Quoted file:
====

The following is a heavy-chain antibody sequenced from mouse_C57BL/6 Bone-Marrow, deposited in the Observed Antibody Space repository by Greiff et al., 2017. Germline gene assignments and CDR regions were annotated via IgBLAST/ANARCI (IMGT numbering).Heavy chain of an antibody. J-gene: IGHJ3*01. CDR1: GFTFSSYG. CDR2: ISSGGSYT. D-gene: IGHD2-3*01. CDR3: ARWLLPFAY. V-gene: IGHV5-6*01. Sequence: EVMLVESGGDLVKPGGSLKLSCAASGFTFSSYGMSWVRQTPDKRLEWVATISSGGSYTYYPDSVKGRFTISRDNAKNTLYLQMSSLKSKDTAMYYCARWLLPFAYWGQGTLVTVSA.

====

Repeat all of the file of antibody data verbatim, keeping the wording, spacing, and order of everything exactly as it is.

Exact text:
The following is a heavy-chain antibody sequenced from mouse_C57BL/6 Bone-Marrow, deposited in the Observed Antibody Space repository by Greiff et al., 2017. Germline gene assignments and CDR regions were annotated via IgBLAST/ANARCI (IMGT numbering).Heavy chain of an antibody. J-gene: IGHJ3*01. CDR1: GFTFSSYG. CDR2: ISSGGSYT. D-gene: IGHD2-3*01. CDR3: ARWLLPFAY. V-gene: IGHV5-6*01. Sequence: EVMLVESGGDLVKPGGSLKLSCAASGFTFSSYGMSWVRQTPDKRLEWVATISSGGSYTYYPDSVKGRFTISRDNAKNTLYLQMSSLKSKDTAMYYCARWLLPFAYWGQGTLVTVSA.